A beam bends under bending moment, resulting in a small curvature. At the outer face (tensile face) of the curvature the concrete experiences tensile stress, while at the inner face (compressive face) it experiences compressive stress.
A singly reinforced beam is one in which the concrete element is only reinforced near the tensile face and the reinforcement, called tension steel, is designed to resist the tension.
A doubly reinforced beam is one in which besides the tensile reinforcement the concrete element is also reinforced near the compressive face to help the concrete resist compression. The latter reinforcement is called compression steel. When the compression zone of a concrete is inadequate to resist the compressive moment (positive moment), extra reinforcement has to be provided if the architect limits the dimensions of the section.
An under-reinforced beam is one in which the tension capacity of the tensile reinforcement is smaller than the combined compression capacity of the concrete and the compression steel (under-reinforced at tensile face). When the reinforced concrete element is subject to increasing bending moment, the tension steel yields while the concrete does not reach its ultimate failure condition. As the tension steel yields and stretches, an “under-reinforced” concrete also yields in a ductile manner, exhibiting a large deformation and warning before its ultimate failure. In this case the yield stress of the steel governs the design.
An over-reinforced beam is one in which the tension capacity of the tension steel is greater than the combined compression capacity of the concrete and the compression steel (over-reinforced at tensile face). So the “over-reinforced concrete” beam fails by crushing of the compressive-zone concrete and before the tension zone steel yields, which does not provide any warning before failure as the failure is instantaneous.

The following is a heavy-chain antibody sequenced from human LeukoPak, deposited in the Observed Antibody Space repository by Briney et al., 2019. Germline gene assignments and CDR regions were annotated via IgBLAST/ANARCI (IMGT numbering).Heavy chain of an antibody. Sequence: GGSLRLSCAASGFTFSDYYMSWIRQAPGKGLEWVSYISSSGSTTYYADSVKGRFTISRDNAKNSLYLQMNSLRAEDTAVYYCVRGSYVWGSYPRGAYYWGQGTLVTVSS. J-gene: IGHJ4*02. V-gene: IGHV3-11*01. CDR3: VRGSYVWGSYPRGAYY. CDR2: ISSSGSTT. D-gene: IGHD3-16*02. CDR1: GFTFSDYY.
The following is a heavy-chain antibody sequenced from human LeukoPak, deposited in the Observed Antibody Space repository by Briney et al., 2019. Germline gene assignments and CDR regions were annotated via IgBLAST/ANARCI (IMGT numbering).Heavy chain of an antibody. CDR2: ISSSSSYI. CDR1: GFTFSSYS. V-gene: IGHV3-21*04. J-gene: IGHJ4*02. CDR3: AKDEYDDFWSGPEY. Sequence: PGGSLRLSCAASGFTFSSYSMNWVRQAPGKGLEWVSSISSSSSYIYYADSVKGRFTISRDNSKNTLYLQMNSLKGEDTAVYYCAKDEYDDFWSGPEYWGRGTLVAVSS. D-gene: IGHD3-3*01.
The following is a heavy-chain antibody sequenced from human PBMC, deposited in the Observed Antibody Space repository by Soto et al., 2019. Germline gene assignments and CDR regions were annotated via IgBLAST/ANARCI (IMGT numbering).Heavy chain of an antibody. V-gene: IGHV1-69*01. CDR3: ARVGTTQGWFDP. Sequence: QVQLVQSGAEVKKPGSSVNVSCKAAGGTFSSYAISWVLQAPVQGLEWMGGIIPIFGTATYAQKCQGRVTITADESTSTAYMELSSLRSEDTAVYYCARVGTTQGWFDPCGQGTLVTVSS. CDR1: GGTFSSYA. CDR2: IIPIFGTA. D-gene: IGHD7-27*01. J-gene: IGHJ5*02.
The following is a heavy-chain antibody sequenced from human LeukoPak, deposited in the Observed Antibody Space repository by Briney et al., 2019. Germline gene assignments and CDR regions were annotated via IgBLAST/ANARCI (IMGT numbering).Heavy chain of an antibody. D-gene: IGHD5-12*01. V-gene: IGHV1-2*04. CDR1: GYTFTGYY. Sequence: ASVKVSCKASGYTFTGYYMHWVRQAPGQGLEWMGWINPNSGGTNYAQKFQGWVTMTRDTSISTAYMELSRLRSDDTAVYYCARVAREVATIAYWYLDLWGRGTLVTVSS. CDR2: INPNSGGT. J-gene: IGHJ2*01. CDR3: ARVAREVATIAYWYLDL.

A balanced-reinforced beam is one in which both the compressive and tensile zones reach yielding at the same imposed load on the beam, and the concrete will crush and the tensile steel will yield at the same time. This design criterion is however as risky as over-reinforced concrete, because failure is sudden as the concrete crushes at the same time of the tensile steel yields, which gives a very little warning of distress in tension failure.
Steel-reinforced concrete moment-carrying elements should normally be designed to be under-reinforced so that users of the structure will receive warning of impending collapse.
The characteristic strength is the strength of a material where less than 5% of the specimen shows lower strength.
The design strength or nominal strength is the strength of a material, including a material-safety factor. The value of the safety factor generally ranges from 0.75 to 0.85 in Permissible stress design.
The ultimate limit state is the theoretical failure point with a certain probability. It is stated under factored loads and factored resistances.
Reinforced concrete structures are normally designed according to rules and regulations or recommendation of a code such as ACI-318, CEB, Eurocode 2 or the like. WSD, USD or LRFD methods are used in design of RC structural members. Analysis and design of RC members can be carried out by using linear or non-linear approaches. When applying safety factors, building codes normally propose linear approaches, but for some cases non-linear approaches. To see the examples of a non-linear numerical simulation and calculation visit the references: